Getting old is terrifying for many. So much so that it’s the premise for M. Night Shyamalan’s latest horror film. While it has to walk a thin line with the effectiveness of its premise, Old effectively balances its fear elements and humor for a surprisingly well-rounded and entertaining experience.
A diverse group of vacationers is coerced to a private beach where time is drastically accelerated. They can’t exit the way they came and are stuck looking for answers and alternate escape routes before time literally kills them.
Shyamalan adapted this screenplay based on the graphic novel, Sandcastle by Pierre-Oscar Lévy and Frederick Peeters. It’s a bit hokey in its setup. The cast is primarily made up of characters with very exaggerated traits. Each personality is very distinct from the others so there’s very minimal time spent on establishing characters and motivation before the plot mechanism kicks in.
Fortunately, I think Shyamalan knew he was walking on thin ice with this idea and moved things along at a good pace so you don’t stop and ask questions. He also knew that taking the movie too seriously wasn’t going to work either so he made sure to keep some humor in the script as ballast for the inevitable death that was lurking over the horizon. Trying to be funny and scary at the same time isn’t the easiest thing to pull off, effectively at least, but the nature of the impending fear element allowed for moments of levity to work well.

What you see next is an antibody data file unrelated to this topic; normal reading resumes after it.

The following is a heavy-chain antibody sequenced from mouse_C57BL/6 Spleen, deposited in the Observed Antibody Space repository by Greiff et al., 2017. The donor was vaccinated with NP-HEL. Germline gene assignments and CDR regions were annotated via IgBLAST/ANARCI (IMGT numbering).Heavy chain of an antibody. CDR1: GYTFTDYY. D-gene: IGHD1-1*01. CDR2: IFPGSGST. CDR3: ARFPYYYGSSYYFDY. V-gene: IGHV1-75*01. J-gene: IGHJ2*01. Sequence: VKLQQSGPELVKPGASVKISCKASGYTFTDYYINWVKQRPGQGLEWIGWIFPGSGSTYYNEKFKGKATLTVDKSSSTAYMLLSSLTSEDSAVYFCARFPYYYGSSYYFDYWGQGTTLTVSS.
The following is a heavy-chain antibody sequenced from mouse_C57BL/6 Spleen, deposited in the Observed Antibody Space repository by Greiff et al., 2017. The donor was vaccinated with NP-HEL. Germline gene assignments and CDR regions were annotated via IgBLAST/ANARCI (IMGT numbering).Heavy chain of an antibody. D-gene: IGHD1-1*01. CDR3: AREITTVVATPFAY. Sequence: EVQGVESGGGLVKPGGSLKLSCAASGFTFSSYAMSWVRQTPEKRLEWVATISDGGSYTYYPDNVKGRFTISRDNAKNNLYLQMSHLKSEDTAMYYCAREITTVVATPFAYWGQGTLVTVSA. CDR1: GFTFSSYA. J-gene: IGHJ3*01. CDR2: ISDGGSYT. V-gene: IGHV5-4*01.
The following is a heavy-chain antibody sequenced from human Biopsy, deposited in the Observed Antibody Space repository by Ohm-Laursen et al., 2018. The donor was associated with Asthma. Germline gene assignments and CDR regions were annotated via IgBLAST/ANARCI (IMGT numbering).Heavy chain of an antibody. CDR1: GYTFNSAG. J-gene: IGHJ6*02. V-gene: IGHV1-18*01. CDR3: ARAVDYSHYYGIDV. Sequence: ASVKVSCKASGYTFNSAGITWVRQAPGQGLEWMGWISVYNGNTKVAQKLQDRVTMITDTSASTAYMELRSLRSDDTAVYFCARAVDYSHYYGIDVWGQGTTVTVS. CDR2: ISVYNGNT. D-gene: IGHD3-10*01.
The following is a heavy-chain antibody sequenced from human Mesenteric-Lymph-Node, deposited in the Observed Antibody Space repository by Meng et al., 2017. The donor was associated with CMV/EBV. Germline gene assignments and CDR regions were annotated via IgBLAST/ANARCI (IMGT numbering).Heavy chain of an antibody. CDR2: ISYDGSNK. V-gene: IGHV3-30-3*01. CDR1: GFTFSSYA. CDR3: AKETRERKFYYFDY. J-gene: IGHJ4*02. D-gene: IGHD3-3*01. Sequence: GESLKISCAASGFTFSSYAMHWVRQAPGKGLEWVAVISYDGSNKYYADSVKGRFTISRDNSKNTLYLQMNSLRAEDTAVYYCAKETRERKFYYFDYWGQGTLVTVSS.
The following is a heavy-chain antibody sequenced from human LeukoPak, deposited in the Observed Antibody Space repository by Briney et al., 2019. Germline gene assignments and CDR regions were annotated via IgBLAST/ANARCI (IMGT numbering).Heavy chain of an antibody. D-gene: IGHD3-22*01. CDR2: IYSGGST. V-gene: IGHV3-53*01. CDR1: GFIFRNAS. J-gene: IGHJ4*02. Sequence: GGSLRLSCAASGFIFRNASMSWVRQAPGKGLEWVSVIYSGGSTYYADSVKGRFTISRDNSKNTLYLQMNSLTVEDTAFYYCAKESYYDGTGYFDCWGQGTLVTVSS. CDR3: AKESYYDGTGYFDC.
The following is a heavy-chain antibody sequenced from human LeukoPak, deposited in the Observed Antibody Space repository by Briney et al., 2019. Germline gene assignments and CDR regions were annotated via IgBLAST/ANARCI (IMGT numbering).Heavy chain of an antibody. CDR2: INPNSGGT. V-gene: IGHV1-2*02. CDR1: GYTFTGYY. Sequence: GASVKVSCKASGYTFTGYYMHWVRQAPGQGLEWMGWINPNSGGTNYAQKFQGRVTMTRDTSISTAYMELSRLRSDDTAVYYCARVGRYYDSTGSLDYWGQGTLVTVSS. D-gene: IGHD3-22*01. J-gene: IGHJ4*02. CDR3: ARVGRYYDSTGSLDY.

I don’t think there was a lead role in the movie, regardless of top billing, but the reason I committed was because of Rufus Sewell and he didn’t disappoint. He usually plays a colossal asshole and that’s the case once again, but he’s got a very commanding screen presence and he definitely steals the show. Alex Wolff and Thomasin McKenzie were both very good as well but, due to the nature of the plot, they weren’t playing their characters for the entirety of the movie.
There’s the familiar “Shyamalan Twist” that we’ve all come to know and expect but the movie comes in for a bumpy landing. It kept going after the point where I thought it was going to end, came to another place to end it, and then continued again. The last ten minutes or so felt like they were trying especially hard to drive home the point, even though I thought it was all pretty obvious beforehand. Oh well.
I was surprised to see this movie win its opening weekend at the box office considering Snake Eyes was opening opposite, but that goes to show you the kind of drawing power Shyamalan still has. I wouldn’t rank this one as my favorite work of his, but it was much better than I anticipated and still enjoyable even though it’s pretty straightforward.
Recommendation: If you generally enjoy Shyamalan’s movies, you’ll probably like this one. See it for the premise, stay for Rufus Sewell.
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